20th April

Just a rather modest flurry of new arrivals today - the prevailing quiet and very dry weather conditions make for nice, easy birding but perhaps there's a sense now that a bit of a stir-up wouldn't do any harm. Although numbers were significantly reduced there was a fair bit of variety on offer, with the Bill area coming up with totals on the ground of 150 Willow Warblers, 50 Wheatears, 25 Blackcaps, 20 Chiffchaffs, 2 each of Redstart, Black Redstart, Whinchat, and Sedge Warbler, and singles of White Wagtail, Ring Ouzel, Lesser Whitethroat and Pied Flycatcher; another 2 Ring Ouzels lingered on at Barleycrates Lane and a Snipe at Suckthumb Quarry was a extra species for the day. Visible arrivals were a feature throughout, with Swallows in particular passing through in some quantity. The sea ticked over without ever getting busy, with 65 Common Scoter, 18 Whimbrel, 14 Bar-tailed Godwits, 10 Red-throated Divers, 5 Arctic Skuas, 4 Sandwich Terns and 2 Great Skuas the pick of the day's tally at the Bill.

Whinchat at Suckthumb Quarry © Graham Stacey:

Finally, we've received an interesting follow up to Ken Dolbear's recent sighting of a Dotted Bee-fly from John Mellings, an entomologist who's moved to Portland relatively recently; John's note is worth posting in full:

As an entomologist, I was interested in Ken Dolbear's Dotted Bee-fly Bombylius discolor posting of 6th April, particularly as Carol and I recorded several specimens (males and females) of this species on Saturday afternoon, at the northern end of the East Weares (if the rather inaccessible bit of coast with two small saline lagoons immediately east of Grove Prison, is still considered being part of the East Weares?) The grid ref was around SY70543 72352. The insects were flying over the open part of the path just before the beach.
I also have recorded Black Oil Beetle Meloe proscarabaeus on the island (see below) - I got a bit carried away and have written the following, in case it is of interest to you/readers of the blog? Goes into a bit of detail about lifecycles/host associations etc:
Bee-flies are parasitic within the nests of ground nesting solitary mining bees. In the UK, Dotted Beefly has been associated with two species of the ground-nesting mining bee genus Andrena. These include the Yellow-legged Mining Bee Andrena flavipes and the Ashy Mining Bee A. cineraria, both of which occur on Portland (I recorded them during a survey in 2013). The UK range of both bees have, according to records, increased in range in recent years and I suspect that an increase in Dotted Bee-fly distribution is related to this.
My Portland Dotted Bee-fly records were in an area where Ashy Mining Bees were nesting. In the literature Dotted Bee-fly has been associated primarily with the Yellow-legged Bee-fly in coastal southern England, whilst it has been more strongly associated in the Cotswolds with Ashy Beefly. I have seen Dotted Beefly both on the south coast and in the Cotswolds within close proximity of Ashy Beefly aggregations, however, whilst observation is valuable such records do not necessarily prove an association.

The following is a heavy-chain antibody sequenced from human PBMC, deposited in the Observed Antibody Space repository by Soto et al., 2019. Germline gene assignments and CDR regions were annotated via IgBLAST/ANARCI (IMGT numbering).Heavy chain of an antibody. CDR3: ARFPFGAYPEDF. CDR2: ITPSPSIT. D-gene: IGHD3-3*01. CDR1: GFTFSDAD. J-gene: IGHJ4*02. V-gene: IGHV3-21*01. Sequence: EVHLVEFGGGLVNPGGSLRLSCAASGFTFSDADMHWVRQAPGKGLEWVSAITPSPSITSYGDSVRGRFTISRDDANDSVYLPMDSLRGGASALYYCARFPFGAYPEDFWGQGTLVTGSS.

Interestingly, bee-flies exhibit a similar biology to those of the oil beetles and species like the Black Oil-Beetle Meloe proscarabaeus are nearly always seen in close proximity to ground nesting bee aggregations in warm, sheltered locations, often with bee-flies and hymenopteran cuckoo bee species also in attendance. 
I have seen Black Oil Beetles in only one area of Portland so far; amongst Lesser Celandine Ranunculus ficaria within the gardens at Grove Prison, myself and friends first saw the species there in spring 2015 and have seen it again in a similar location this year. In my experience (and I have seen a lot of oil beetles in different parts of the country), Lesser Celandine is pretty much always present. Whilst, as far as I know, there have been no scientific studies regarding this association, I have read anecdotal accounts of this associations.
Despite being from completely different taxonomic orders, the life-cycles of bee-flies and oil beetles are remarkably similar. The larvae of oil beetles and bee-flies both have early larval stages which are adapted for crawling and, in some cases, clinging to the host bee species. These larvae are collectively called 'planidia'. In the case of the oil beetles, the name 'triungulin' is used, as the species have three claws, enabling the larvae to cling to the hairs on the legs of host bees. The triungulins are transferred from flowers to the bee's legs as they forage on flowers and are then transported to the nest chambers of the host. 
Once in the nest cell, the larvae are sealed into the larval chamber of the host bee where they change from agile, crawling planidia or triungulins to fleshy, immobile maggot-like larvae. Both oil-beetle and bee-fly larva then feeds on the supply of pollen provided by the host bee for it's own progeny and at the progeny's expense. After developing fully, the oil beetle and bee-fly larvae pupate, usually emerging in the following spring.
I suspect that like many species, the Dotted Beefly is under-recorded on a national basis. It needs to be stationary for conclusive identification and is probably overlooked by non-entomologists due to its similarity to the ubiquitous Dark-edged Beefly Bombylius major. Incidentally I have also seen the latter species on several occasions on Portland. I think Dark-edged Beefly is usually ignored by recorders as it is pretty much as common in southern England as the Speckled Wood Butterfly (for example).